Companies this year were 2.5 times more likely than last year to have a diversity and inclusion program in place, according to a recent BIO survey, but women are still largely absent from executive roles. Getting women to enter the industry isn’t the problem — studies show that they represent just under half of all biotech employees around the world. But climbing through the ranks can be challenging, as women still report facing stereotypes, and, unfortunately, harassment.

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Op­ti­miz­ing Oral Drug De­liv­ery us­ing Zy­dis® Oral­ly Dis­in­te­grat­ing Tablet Tech­nol­o­gy to Ad­dress Pa­tient Chal­lenges

KEY POINTS

Patients prefer oral dosing, but swallowing tablets can be a challenge for many patients.
The Zydis® orally disintegrating tablet (ODT) platform addresses challenges associated with oral dosing, expanding benefits for patients and options for healthcare providers.
A strong growth trajectory is expected for ODTs given therapeutic innovation and continued technology development.

Many patients prefer conventional tablets for the administration of medications, but some geriatric and pediatric patients and those with altered mental status and physical impairments find swallowing tablets to be difficult. Orally disintegrating tablets (ODTs), which dissolve completely without chewing or sucking, offer a patient-friendly dosage form for the administration of small-molecule drugs, peptides and proteins. With the potential for multiple sites of drug absorption, often faster onset action for the active pharmaceutical ingredient (API), and potentially greater bioavailability, ODTs are an attractive option for drug developers considering first-to-market formulations or product line extensions of existing drugs with compatible API. In this report, we look at how innovation in the industry-leading Zydis ODT platform is expanding oral formulation options and bringing benefits to patients.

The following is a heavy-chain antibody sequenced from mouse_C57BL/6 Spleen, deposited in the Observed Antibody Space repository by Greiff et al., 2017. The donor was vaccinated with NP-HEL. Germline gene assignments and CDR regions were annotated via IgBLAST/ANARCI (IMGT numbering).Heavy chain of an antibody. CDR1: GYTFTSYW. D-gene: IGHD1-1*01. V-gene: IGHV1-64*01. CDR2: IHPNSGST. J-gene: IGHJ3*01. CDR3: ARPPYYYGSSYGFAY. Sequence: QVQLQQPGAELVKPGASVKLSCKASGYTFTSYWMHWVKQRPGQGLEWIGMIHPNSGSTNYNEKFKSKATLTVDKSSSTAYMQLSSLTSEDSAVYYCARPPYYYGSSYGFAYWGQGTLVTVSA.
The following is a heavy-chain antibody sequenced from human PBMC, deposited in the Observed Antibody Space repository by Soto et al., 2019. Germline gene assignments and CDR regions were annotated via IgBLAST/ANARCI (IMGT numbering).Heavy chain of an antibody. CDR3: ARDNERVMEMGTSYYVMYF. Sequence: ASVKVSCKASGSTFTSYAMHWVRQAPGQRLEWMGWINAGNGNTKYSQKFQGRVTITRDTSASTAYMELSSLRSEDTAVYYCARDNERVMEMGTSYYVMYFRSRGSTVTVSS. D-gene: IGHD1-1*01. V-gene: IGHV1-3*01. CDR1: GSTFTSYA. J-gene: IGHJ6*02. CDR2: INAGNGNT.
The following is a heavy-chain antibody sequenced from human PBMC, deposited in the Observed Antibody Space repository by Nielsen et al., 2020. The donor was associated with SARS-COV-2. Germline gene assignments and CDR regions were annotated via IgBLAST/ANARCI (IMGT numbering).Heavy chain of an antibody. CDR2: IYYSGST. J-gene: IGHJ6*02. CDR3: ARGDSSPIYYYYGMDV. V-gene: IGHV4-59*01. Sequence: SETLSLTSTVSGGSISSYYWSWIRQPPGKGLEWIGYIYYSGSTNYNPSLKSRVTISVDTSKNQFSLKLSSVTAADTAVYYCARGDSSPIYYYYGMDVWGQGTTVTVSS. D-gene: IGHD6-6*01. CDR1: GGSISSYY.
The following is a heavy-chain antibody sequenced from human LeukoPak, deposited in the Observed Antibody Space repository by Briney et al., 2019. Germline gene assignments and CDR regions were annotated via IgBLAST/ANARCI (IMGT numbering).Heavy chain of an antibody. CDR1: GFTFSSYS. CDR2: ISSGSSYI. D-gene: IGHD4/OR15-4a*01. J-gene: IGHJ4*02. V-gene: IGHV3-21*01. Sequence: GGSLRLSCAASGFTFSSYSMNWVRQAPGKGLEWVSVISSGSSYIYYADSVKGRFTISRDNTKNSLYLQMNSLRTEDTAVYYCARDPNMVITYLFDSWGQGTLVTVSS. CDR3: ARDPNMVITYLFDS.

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Geoffrey Porges (SVB Leerink)

The 2022 wave com­ing? Top an­a­lyst says Big Phar­ma will have more than $1T avail­able to sat­is­fy its grow­ing ap­petite for biotech M&A

All through this year you could practically feel the frustration of the biotech investor class as M&A activity continued to drag behind expectations — or desires. Buyouts of public companies provide the essential juice for keeping stocks lively, and there’s been a notable lack of juice in 2021.

So is all that about to change, big time?

SVB Leerink’s Geoffrey Porges, a longtime student of biotech M&A, thinks so. In a lengthy analysis he put out last week, Porges totted up the cash flow of the major pharmas and determined that there was a good long list of industry buyers who would have around a half trillion dollars of cash to play with in 2022. Leverage that up with added debt and you could get that deal cache to $1.6 trillion.

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Covid-19 roundup: Plant-based shot proves safe, 71% ef­fi­ca­cious in PhI­II; Bourla ex­pects an­tivi­ral to launch this month

Quebec-based Medicago and its adjuvant partner GlaxoSmithKline said Tuesday that their plant-based Covid-19 vaccine candidate proved to be 71% efficacious against all variants of SARS-CoV-2 in a Phase III trial of more than 24,000 adults in Canada, the US, UK, Mexico, Argentina and Brazil.

In addition to showing 75% efficacy against the Delta variant specifically, the companies also said the vaccine proved to be generally safe, with no serious adverse events reported and reactogenicity generally being mild to moderate. The results mean that a regulatory submission will be filed with Health Canada imminently, they said.